#3 – Based on all of the changes that have been made by Google in recent months, can you predict where they might be going in the future – now that desktop and mobile are pretty much aligned. It’s clear that they’re trying to “own” the entire travel/booking journey (from the search phase through to the actual purchase itself within Google, with flights as well as accommodation included), do you think there’s anything more to it/anyway they can go further?
Google always finds ways to surprise us with their changes, so, it’s hard to predict what they are going to do next, but I we probably can think of some areas where changes could be made in the near future.
For example, local knowledge panels for hotels that are triggered when users search for a specific hotel do not have all of the same features as knowledge panels expanded from local 3-packs. So, I would expect the two recently introduced features – Price Insights and Location Score, to eventually make their way into branded knowledge panels.
I also believe Google is pretty consistent with recommendations they make via their Think With Google blog. Meaning, things they talk about there are often later reflected in their SERP changes. For instance, Google had been talking about the importance of reviews, location, and price for travellers for some time before introducing search features that help users better research the 3 factors right inside hotels’ listings. Another big factor that Google has been talking about lately is loyalty. Google already has a benefits program for Google One users giving them discounts on certain hotel bookings, and I think we may see more changes in this area.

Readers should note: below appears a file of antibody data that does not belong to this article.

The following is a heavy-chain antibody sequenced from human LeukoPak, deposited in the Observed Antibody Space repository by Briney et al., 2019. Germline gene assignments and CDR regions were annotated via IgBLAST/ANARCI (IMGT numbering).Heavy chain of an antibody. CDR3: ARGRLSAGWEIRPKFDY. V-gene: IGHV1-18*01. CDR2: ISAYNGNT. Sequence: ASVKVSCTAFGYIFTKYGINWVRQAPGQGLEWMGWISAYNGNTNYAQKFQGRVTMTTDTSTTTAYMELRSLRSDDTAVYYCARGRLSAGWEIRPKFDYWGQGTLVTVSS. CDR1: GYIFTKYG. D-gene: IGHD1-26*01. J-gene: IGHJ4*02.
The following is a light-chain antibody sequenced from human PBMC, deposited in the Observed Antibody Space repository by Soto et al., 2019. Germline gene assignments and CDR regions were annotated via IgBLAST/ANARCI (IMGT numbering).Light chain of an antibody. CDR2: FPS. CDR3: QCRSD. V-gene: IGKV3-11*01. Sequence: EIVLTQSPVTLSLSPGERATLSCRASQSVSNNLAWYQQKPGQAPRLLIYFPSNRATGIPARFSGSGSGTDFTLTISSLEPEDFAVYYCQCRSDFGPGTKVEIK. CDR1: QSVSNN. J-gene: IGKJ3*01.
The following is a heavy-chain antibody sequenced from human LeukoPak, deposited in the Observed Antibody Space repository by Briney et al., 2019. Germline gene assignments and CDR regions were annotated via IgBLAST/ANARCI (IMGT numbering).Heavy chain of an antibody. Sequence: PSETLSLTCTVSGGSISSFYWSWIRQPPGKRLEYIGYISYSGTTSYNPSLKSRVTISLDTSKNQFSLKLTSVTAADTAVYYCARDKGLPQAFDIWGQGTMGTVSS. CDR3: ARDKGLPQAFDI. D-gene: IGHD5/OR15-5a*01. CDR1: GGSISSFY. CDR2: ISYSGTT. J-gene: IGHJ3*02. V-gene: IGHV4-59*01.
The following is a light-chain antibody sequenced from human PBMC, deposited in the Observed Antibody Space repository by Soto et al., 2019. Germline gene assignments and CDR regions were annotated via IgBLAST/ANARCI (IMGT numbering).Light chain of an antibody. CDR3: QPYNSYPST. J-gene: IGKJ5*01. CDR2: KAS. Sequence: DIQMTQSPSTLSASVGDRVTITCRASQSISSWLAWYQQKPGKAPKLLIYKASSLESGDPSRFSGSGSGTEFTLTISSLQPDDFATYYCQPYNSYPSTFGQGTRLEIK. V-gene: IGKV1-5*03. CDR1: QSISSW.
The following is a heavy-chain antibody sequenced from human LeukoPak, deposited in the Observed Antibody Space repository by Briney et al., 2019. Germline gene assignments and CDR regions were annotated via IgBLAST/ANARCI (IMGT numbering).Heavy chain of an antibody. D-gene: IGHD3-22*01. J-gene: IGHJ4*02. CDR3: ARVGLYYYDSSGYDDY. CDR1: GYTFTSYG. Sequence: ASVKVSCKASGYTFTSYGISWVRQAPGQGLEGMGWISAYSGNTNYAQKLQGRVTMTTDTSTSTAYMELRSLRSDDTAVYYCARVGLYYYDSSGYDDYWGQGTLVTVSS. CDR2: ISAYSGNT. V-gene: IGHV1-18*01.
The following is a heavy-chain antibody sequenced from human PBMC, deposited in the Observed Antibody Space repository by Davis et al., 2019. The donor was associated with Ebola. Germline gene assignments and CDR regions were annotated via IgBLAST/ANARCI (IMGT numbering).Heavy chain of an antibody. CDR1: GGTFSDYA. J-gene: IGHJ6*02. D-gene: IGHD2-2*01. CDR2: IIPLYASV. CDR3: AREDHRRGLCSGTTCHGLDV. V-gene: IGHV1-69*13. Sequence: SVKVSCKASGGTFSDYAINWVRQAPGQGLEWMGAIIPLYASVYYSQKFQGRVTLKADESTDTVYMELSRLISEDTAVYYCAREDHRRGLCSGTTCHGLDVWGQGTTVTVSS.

Google One subscribers are now being shown “member prices” in Hotel SERPs. Seems like a way for Google to start competing within Travel and maybe with Amazon Prime. ( ☉ . ☉)
Anybody have insights on how hotels can become a part of this membership discount? pic.twitter.com/NzFkdKagF1
— Masaki Okazawa (o ‘_’)–o (@saksters) August 9, 2018
Personalization is another important factor Google talks about on their site. Given how much data Google already has on users, I would not be surprised to see changes to the way Google returns results to frequent travellers. They may take into account all of the features and amenities a user historically looked for and show results that they would consider a better match higher. So, we may see some form of Google’s Your Match score affecting hotel results.
The last prediction I could try to make here would be related to a new feature that would integrate Google’s hotel and flight searches deeper. It may be as simple as showing airfares within hotels’ listings for selected stay dates, or as complicated as offering some sort of package deals.
As I said, it’s really hard to predict what Google is going to do next, and my guesses are very likely to be completely incorrect. Probably, even Google does not know what changes they are going to make to search results in 2019. Only time will tell.